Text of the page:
This year’s Christian Aid Christmas Appeal focuses on the strength of individual peacemakers in in Lebanon, South Sudan, and Colombia. We take a more in-depth look at our approaches to peace-building in Colombia and South Sudan.
Around two billion people live in countries affected by fragility, conflict, and violence. Poverty rates are 20% higher in countries affected by repeated cycles of violence. By 2030, an estimated 46% of the world’s poor will live in areas characterised as fragile or conflict-affected.
One in every 122 people is now a refugee. There were 31.1 million new internal displacements by conflict, violence and disasters in 2016.* This is the equivalent of one person forced to flee every second.
Countries affected by conflict typically have the highest poverty rates and are often seemingly trapped in endless cycles of violence. People who do not have a safe place to call home, reliable access to food and an income because of violence.
This means that people cannot plan for the future. Human development cannot be achieved without tackling violence and building peace.
That is why our Christmas Appeal focuses on our peace-making partners in Lebanon, South Sudan and Colombia, showing how local actors matter and visionary voices for peace are needed now more than ever.
The eruption of violent conflict on 15 December 2013 plunged South Sudan into deep crisis.
Violent conflict since December 2013 has led to the deaths of thousands of people – there is no ‘official’ number to capture the extent of this, but it has likely led to nearly 400,000 excess deaths.
Over 4 million people have been uprooted from their homes and become displaced internally or refugees outside of the country.
South Sudan experiences recurrent violence, often due to the failure to deal with the consequences of previous conflicts.
In It For The Long Haul? Lessons on peacebuilding in South Sudan, explores the vital importance of sub-national and local peacebuilding.
It states: ‘Peace is made and broken every day in South Sudan by chiefs, youth, women and commanders, under trees, in offices, in person or by mobile phone. It is occasionally still facilitated by letter, carried across a boundary by willing hands’.
Despite this, peacemakers at the local level are obscured and international and higher-level actors often remain at the centre of analysis. As a result, chances are missed to resolve some of the problems caused by competition for power at national level.
The report explores five advantages to sub-national and local peacebuilding, it argues:
It can help mitigate the divisive effects of competition between elites
It can improve people’s lives in the short term and build relationships which reduce opportunities for violence in the future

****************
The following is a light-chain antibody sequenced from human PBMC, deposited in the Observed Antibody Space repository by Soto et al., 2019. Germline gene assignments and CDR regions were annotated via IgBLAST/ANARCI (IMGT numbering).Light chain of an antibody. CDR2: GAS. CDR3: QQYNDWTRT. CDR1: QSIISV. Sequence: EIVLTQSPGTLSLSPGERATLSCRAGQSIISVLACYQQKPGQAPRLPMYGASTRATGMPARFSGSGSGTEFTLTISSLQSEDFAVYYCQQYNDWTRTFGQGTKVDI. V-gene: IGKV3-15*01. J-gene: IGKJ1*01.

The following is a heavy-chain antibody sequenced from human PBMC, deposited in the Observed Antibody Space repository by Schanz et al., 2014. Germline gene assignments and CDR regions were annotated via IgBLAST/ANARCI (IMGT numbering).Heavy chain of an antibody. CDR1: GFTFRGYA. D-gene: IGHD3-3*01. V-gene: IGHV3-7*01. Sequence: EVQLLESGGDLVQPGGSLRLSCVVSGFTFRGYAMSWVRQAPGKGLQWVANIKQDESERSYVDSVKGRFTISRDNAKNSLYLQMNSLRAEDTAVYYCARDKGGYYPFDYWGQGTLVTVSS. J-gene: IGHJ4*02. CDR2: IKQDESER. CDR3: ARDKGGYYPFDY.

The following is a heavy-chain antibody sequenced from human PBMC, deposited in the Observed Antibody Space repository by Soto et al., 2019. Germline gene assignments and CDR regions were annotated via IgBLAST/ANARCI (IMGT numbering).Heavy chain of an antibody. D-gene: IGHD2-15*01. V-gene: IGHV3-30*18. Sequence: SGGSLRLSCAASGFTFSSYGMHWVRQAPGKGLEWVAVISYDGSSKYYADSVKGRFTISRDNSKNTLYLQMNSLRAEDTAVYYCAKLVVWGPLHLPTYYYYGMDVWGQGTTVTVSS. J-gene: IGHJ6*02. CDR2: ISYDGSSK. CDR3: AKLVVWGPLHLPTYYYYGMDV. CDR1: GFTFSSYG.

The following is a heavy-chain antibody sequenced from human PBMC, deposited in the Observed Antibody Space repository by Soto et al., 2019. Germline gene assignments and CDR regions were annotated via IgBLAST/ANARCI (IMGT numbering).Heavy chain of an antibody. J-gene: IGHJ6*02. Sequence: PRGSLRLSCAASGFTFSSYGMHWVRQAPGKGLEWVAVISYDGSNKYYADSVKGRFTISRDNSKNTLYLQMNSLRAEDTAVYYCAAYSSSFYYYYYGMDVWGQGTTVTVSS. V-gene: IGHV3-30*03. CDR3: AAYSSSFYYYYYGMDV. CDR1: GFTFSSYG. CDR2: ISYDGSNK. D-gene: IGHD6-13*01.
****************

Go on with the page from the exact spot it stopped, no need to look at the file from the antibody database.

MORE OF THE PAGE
It can forge positive accountability between communities and leaders and help connect disparate communities with one another
It can reduce the military options available to elites and promote the economic benefits of peace
It can help inform national-level processes with customary and cultural values and practices, so that they also reflect, for example, truth-telling, cultural ritual and performance and public dissemination into their design. This could add meaning for both high-level participants and the wider population.
Find out more about our work in South Sudan
November 24th marked the second anniversary of the signing of the Final Peace Agreement in Colombia, ending over 50 years of brutal and deadly armed conflict.
The need to sustain peace in Colombia has never been greater – with worrying reports of the murders of 226 social leaders and human rights defenders in 2018 alone.**
Our new report, Engaging with the peace process in Colombia calls for sustained peace and respect for human rights in Colombia – including economic and social rights – as well as the inclusion of the voices of women and minority groups in the peacebuilding process.
It considers the important role of civil society in peace and how it is too often overlooked.
Independent civil society organisations played a key role in influencing the transitional justice system and in facilitating the voice and participation of conflict-affected communities and victims in the peace talks, particularly for indigenous and Afro-Colombian communities.
Within civil society, women’s organisations played a significant role in pursuing gender equality in the context of peace and a prominent focus on gender in the Peace Agreement.
The assumption that just because you provide development relief in a conflict setting that you will reduce violence has been proven to fail.
It needs to be the right type of investment, assessed to mitigate against harm, targeted at excluded groups and complemented with an explicit peacebuilding focus.